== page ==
I looked the hash up in several rainbow tables I found on the web, but did not find any match. Of course, I had not used a simple password, so rainbow tables including dictionaries and brute-force up to several characters were useless.

So I thought, well, let’s brute-force it myself. So I wrote a simple brute-force algorithm and let it run on the Hash. I included characters, German special characters (รถรครผรŸร–ร„รœ), numbers and several other special characters I though I might have used in the password. So this resulted in a huge character set (>80 characters) and a very slow brute-force. I ran it on my home server for several days, but did not succeed. I think I was brute-forcing passwords of 9 characters when I stopped.

I just gave up at that time, because it was not that important and just an experiment.

Lately, I read that Google is a very good password cracker. Thinking about this, it is obvious: Google indexes the whole web, and there are several MD5 rainbow tables on there, which Google indexes as well. So just google for a hash, and if it is in one of the rainbow tables indexed by Google, you will find it. Also some pages use MD5 for page-IDs which will be indexed by google as well. So I enter the hash I had tried to decrypt three years ago, and it just gave me the password I had searched for straight away! Far more efficient than brute-force or downloading rainbow tables ๐Ÿ˜‰ By the way, the password I searched for had more than 9 characters and is not included in any normal dictionary, although maybe in some password list (but not frequently).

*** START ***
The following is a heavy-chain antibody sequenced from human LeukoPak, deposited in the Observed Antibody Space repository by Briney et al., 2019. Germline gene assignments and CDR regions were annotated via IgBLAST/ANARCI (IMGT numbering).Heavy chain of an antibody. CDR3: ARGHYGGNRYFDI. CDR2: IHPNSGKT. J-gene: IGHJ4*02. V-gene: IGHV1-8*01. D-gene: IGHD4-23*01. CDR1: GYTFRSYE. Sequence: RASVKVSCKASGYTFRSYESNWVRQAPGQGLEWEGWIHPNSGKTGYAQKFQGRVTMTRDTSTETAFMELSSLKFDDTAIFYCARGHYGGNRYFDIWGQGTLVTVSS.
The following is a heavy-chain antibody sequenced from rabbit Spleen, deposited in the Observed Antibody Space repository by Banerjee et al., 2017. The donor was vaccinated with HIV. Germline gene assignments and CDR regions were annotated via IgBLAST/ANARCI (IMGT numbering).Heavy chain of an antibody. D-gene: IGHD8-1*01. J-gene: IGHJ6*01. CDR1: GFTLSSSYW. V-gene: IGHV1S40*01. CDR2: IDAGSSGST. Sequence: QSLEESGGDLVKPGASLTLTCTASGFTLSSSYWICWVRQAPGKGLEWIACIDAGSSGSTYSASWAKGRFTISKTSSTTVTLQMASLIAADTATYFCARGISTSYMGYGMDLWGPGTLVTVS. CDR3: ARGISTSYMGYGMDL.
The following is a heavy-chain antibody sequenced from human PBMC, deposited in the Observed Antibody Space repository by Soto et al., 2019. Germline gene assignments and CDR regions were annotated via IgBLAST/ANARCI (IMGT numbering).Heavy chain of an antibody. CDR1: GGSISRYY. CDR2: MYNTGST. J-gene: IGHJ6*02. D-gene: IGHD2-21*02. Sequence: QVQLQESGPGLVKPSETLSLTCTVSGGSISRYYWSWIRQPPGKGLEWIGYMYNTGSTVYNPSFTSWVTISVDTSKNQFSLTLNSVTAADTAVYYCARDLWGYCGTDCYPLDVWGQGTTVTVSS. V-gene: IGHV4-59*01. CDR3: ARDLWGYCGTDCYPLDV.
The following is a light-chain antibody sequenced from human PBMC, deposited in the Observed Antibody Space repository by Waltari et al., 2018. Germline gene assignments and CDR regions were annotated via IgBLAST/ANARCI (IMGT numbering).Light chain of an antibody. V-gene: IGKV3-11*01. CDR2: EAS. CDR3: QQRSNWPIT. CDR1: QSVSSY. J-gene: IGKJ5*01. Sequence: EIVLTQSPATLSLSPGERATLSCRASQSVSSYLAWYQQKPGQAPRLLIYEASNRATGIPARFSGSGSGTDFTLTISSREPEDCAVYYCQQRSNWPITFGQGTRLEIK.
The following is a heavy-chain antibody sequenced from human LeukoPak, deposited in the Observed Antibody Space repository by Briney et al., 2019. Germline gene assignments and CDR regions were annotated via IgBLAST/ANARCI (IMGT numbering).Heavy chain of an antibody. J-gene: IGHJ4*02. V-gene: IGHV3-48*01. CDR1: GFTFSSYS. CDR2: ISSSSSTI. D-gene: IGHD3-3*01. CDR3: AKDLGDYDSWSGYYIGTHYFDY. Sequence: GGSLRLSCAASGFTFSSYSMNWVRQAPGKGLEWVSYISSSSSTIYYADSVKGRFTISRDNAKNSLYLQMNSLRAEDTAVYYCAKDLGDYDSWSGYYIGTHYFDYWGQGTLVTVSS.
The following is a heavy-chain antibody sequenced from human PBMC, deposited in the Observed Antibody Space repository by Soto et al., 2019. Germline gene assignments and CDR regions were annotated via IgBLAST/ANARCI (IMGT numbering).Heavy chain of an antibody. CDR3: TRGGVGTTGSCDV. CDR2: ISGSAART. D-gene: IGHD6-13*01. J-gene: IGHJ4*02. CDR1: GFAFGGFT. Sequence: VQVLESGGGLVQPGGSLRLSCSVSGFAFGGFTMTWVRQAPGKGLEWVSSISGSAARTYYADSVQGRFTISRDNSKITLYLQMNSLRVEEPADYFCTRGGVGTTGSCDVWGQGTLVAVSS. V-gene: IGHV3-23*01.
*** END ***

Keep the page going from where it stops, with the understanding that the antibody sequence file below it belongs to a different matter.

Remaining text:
I tried several other hashes to see how good Google is. Of course all easy ones are included. But some other more challenging ones were included as well. For example, it knows the hash of “crazystat” (“CrazyStat” is not in there so far). It knows the hash of my hometown (I will just give you the hash here, find out yourself: 97b559a3d65b95dcda14d70e49ef87fc).

So compared to most rainbow table lookups I have seen so far, Google performs very well. Of course not everything is in there, and with a good salt string, it should be useless.

One test I tried were some random characters, but not so many. I was surprised that Google does not know it. I then used a decrypt/encrypt site that stores every hash it calculates when you encrypt something in a rainbow table. Afterwards, this site was able to decrypt it of course. Now I am waiting how long it takes for Google to index that hash as well.

Now let’s see whether you are faster: Here is the hash:


A simple brute-force or a good rainbow table should do to decrypt that. Please leave aย  comment if you decrypted it. There is at least one md5-decrypt site now that knows this hash, so you might also be able to find this one.

Have fun!

And of course, never be the bad guy who uses stuff like this meaning ill ๐Ÿ˜‰


Update 2012-09-22: It seems so many people google the hash I posted here that Google suggests it automatically when searching for f533:

But MD5this did not crack it yet and it seems Google is not able to index the md5lookup site I fed with the hash. Well, probably the hash is a bit more difficult to crack than I thought. But somebody must be able to decrypt that. Come on!